I’ve found it mystifying as to why Nvidia and AMD, along with analysts have long been silent regarding the impact of cryptocurrency mining on GPU revenue. This despite the widespread reports of graphics card shortages for PC gaming enthusiasts.
Looking over the official earnings reports going back over the last six quarters, I find zero mentions of crypto, blockchain, or mining.
Finally, and just recently, Nvidia reported $289 million in revenue for Q1 2018 related to crypto mining, and then for Q2 2018, a precipitous drop to just $18 million. That amounts to about an 8% swing in total revenue for Nvidia (relative to Q1 2018).
AMD and Nvidia both posted single-digit percentage declines in sequential revenue for their consumer products division. AMD attributed this to a decline in mining-related activity.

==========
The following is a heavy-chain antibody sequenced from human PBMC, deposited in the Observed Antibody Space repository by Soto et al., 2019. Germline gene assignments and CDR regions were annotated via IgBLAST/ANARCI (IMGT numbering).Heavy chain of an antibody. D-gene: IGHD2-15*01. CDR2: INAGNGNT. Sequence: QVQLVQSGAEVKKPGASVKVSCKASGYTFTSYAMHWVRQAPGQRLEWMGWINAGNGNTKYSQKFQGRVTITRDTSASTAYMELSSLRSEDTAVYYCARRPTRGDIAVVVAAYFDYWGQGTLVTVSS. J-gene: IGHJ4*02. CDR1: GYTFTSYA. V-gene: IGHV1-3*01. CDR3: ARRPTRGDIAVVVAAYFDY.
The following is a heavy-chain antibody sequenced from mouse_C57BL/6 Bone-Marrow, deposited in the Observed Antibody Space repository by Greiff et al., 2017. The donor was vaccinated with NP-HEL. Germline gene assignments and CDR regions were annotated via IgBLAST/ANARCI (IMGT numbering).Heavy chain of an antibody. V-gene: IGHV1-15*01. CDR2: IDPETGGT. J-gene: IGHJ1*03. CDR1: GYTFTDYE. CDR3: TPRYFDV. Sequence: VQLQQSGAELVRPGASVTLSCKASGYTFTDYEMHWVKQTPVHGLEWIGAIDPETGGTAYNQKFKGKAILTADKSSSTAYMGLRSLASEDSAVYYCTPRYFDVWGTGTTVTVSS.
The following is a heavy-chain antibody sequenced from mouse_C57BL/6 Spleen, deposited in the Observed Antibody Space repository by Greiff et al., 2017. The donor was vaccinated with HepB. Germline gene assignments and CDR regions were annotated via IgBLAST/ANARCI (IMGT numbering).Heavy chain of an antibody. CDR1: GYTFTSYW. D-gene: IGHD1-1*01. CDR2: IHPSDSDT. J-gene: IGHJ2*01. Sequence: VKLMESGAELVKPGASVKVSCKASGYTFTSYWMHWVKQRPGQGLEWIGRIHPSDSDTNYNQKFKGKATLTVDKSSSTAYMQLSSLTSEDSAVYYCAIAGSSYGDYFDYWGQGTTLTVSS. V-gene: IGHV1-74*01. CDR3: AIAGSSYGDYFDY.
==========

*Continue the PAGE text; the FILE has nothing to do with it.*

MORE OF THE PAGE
There may be understandable reasoning as to why we haven’t been seeing mining-specific sales numbers. In the early days of crypto, miners were primarily consumers buying graphics cards off the shelf, thereby making the distinction between gaming and mining intent very challenging.
Then, larger entities stepped in, buying GPU products en-masse for crypto mining farms. This probably allowed Nvidia and AMD to track sales more definitely.
Whatever the case, the substantial decline in mining-related GPU revenue is certainly notable and a clear sign of saturation as the market value of crypto assets continues to stagnate or decline.
GPU-based mining is known to be a significant energy waster – with more efficient processing solutions emerging that use ASICs – application specific processors purpose-built for mining and other blockchain applications.
Nvidia is now neglecting crypto for future earnings forecasting and guidance – seemingly a wise move.